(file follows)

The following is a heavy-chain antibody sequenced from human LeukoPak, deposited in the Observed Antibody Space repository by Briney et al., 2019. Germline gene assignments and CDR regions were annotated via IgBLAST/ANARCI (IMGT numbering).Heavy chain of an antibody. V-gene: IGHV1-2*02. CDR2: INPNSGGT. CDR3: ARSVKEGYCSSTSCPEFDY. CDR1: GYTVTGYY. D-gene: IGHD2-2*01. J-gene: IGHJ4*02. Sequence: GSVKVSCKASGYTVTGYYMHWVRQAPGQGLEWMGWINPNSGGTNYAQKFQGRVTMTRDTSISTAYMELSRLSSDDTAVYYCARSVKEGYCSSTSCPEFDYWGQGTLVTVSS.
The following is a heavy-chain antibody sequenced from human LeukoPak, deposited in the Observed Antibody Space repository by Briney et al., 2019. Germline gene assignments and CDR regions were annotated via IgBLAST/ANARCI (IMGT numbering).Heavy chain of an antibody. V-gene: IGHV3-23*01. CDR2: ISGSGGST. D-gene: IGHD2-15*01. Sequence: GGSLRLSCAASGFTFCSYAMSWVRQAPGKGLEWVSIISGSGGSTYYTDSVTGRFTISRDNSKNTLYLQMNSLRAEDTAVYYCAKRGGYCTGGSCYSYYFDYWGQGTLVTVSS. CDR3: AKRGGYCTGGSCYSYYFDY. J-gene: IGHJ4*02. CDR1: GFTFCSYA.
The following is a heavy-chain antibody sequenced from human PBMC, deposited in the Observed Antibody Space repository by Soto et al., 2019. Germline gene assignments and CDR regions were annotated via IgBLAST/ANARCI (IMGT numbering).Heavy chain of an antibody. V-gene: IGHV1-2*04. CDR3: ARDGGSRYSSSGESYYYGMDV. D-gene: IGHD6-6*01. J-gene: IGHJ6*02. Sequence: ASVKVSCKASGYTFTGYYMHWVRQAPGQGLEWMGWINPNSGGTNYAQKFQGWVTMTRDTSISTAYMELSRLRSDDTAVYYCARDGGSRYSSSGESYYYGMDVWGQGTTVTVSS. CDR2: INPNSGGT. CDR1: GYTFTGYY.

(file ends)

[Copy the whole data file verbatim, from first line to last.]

The following is a heavy-chain antibody sequenced from human LeukoPak, deposited in the Observed Antibody Space repository by Briney et al., 2019. Germline gene assignments and CDR regions were annotated via IgBLAST/ANARCI (IMGT numbering).Heavy chain of an antibody. V-gene: IGHV1-2*02. CDR2: INPNSGGT. CDR3: ARSVKEGYCSSTSCPEFDY. CDR1: GYTVTGYY. D-gene: IGHD2-2*01. J-gene: IGHJ4*02. Sequence: GSVKVSCKASGYTVTGYYMHWVRQAPGQGLEWMGWINPNSGGTNYAQKFQGRVTMTRDTSISTAYMELSRLSSDDTAVYYCARSVKEGYCSSTSCPEFDYWGQGTLVTVSS.
The following is a heavy-chain antibody sequenced from human LeukoPak, deposited in the Observed Antibody Space repository by Briney et al., 2019. Germline gene assignments and CDR regions were annotated via IgBLAST/ANARCI (IMGT numbering).Heavy chain of an antibody. V-gene: IGHV3-23*01. CDR2: ISGSGGST. D-gene: IGHD2-15*01. Sequence: GGSLRLSCAASGFTFCSYAMSWVRQAPGKGLEWVSIISGSGGSTYYTDSVTGRFTISRDNSKNTLYLQMNSLRAEDTAVYYCAKRGGYCTGGSCYSYYFDYWGQGTLVTVSS. CDR3: AKRGGYCTGGSCYSYYFDY. J-gene: IGHJ4*02. CDR1: GFTFCSYA.
The following is a heavy-chain antibody sequenced from human PBMC, deposited in the Observed Antibody Space repository by Soto et al., 2019. Germline gene assignments and CDR regions were annotated via IgBLAST/ANARCI (IMGT numbering).Heavy chain of an antibody. V-gene: IGHV1-2*04. CDR3: ARDGGSRYSSSGESYYYGMDV. D-gene: IGHD6-6*01. J-gene: IGHJ6*02. Sequence: ASVKVSCKASGYTFTGYYMHWVRQAPGQGLEWMGWINPNSGGTNYAQKFQGWVTMTRDTSISTAYMELSRLRSDDTAVYYCARDGGSRYSSSGESYYYGMDVWGQGTTVTVSS. CDR2: INPNSGGT. CDR1: GYTFTGYY.